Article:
My strongest memory of the class, meanwhile, is that moment on my bedroom floor I describe above, and the problems that led to it. While Colleen recalls perfectly the shape of the class’s learning week as it finally settled, we began in a much less tidy place. In the first term, I held a two-hour lecture in our Tuesday block, and the student performances happened on a Thursday. Quickly I realized that the students were struggling to figure out what kinds of questions to ask about their peers’ performances, how to extend the knowledge those performances were making. We had trouble filling the hour and I was devastated; they were looking at me for direction and I felt like I was failing. This problem consumed my first term at Western and produced more than a few nights in tears.

Eventually, after reading the mid-term anonymous feedback (SPOILER ALERT: not a terrible teacher!), I decided on a change: we’d swap the second hour of Tuesday for the performances, then come back Thursday and extend our learning by bringing the performance and our readings for the week into fulsome conversation. This took the pressure off the students to figure out all the performance things, and it helped me to model what performance research really looks like in practice.

It was the best teaching decision I ever made. It reminded me 1) not to be afraid to admit difficulties and make changes; and 2) to trust the students to show me the way.

2. What aspects of the class have you found yourself thinking about as you’ve developed a research and teaching career? IE: was something “inspiring” and in what way? (NB: I know this may be another way of saying question 1.)

I continue to teach and preach performance practice as a serious mode of intellectual engagement. As an Assistant Professor in the Department of Communication Studies at San Francisco State University, I teach courses that follow a very similar two-part model of instruction as English 289E: lecture/discussion one day a week, and an applied performance lab on the second day. In my classes (“Performance and Identity” and “Performance Art”) my students respond to the course material through discussion, writing, and the actual doing of performance.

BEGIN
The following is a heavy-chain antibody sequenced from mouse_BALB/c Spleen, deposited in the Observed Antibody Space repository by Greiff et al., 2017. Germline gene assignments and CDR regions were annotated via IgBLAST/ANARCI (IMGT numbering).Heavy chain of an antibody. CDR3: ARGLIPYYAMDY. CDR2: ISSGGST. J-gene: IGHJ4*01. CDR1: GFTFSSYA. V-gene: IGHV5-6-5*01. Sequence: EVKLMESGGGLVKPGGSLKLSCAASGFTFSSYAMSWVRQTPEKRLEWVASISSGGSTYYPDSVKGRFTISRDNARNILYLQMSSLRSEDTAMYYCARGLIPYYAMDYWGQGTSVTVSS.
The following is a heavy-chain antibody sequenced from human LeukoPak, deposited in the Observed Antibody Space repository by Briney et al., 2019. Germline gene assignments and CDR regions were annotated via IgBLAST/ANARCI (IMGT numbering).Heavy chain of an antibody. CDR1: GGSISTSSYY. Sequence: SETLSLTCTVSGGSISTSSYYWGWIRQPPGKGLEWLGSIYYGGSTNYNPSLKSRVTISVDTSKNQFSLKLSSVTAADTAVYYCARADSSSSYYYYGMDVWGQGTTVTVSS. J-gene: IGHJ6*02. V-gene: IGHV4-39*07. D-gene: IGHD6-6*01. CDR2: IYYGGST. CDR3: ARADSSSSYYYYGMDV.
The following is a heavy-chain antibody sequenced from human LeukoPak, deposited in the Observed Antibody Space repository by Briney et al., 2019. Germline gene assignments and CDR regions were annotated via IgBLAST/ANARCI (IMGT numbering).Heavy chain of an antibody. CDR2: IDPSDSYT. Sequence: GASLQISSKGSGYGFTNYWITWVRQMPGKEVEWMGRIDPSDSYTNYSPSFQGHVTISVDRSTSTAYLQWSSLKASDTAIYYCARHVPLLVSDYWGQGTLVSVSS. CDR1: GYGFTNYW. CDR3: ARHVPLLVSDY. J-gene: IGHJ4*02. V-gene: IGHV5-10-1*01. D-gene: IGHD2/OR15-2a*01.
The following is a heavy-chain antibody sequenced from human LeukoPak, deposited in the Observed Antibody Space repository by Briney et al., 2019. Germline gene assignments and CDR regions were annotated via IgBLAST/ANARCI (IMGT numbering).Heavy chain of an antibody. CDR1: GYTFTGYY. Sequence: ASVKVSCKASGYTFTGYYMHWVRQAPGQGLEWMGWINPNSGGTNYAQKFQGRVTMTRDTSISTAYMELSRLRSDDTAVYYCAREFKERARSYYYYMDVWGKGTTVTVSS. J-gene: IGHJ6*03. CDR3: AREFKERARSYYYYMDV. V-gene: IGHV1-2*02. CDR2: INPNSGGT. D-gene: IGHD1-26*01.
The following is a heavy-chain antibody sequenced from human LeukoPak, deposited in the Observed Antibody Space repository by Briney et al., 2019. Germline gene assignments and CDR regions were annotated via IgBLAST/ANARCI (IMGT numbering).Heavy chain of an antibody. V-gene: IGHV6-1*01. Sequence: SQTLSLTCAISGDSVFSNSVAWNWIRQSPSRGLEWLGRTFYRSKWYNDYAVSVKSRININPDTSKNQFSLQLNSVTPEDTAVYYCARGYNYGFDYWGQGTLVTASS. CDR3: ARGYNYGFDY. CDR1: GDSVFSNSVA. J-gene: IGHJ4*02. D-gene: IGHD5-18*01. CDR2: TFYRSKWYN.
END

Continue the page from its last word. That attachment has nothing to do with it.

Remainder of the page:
Integrating performance practice in the classroom is sometimes the hardest thing, especially as a recently arrived teacher at a new institution (the logistics of finding space! of scheduling performance assignments!). But my training, first, as an undergraduate student in Modern Drama, then as a graduate student in Northwestern’s Performance Studies department, instilled in me a strong sense of the value of integrating performance practice and theory. For me, it’s a matter of the politics of knowledge transmission: I want my students to see and to understand that performance is a legitimate site of knowledge inquiry and production, not (only) a specialized domain of artistic activity. It’s an expressive tool and an analytic lens that can help us understand the world around us. And looking back, I can see that Modern Drama gave me my first taste of that specific orientation towards performance.

Dear Kim,

Here it is! My responses are probably too long, but it turns out I had a lot to say. Also, so much fun remembering : )

My takeaway: it was more fun being a student than a teacher ; )



Modern Drama in that first year on the tenure track was, for me, my first inkling that thinking seriously about the practice of teaching was going to become a central part of my academic career. Unlike Colleen at the time, I already had a sense of the importance of practice-based research creation (thank you, UofT and UT!), but what I didn’t have was the confidence of an experienced teacher.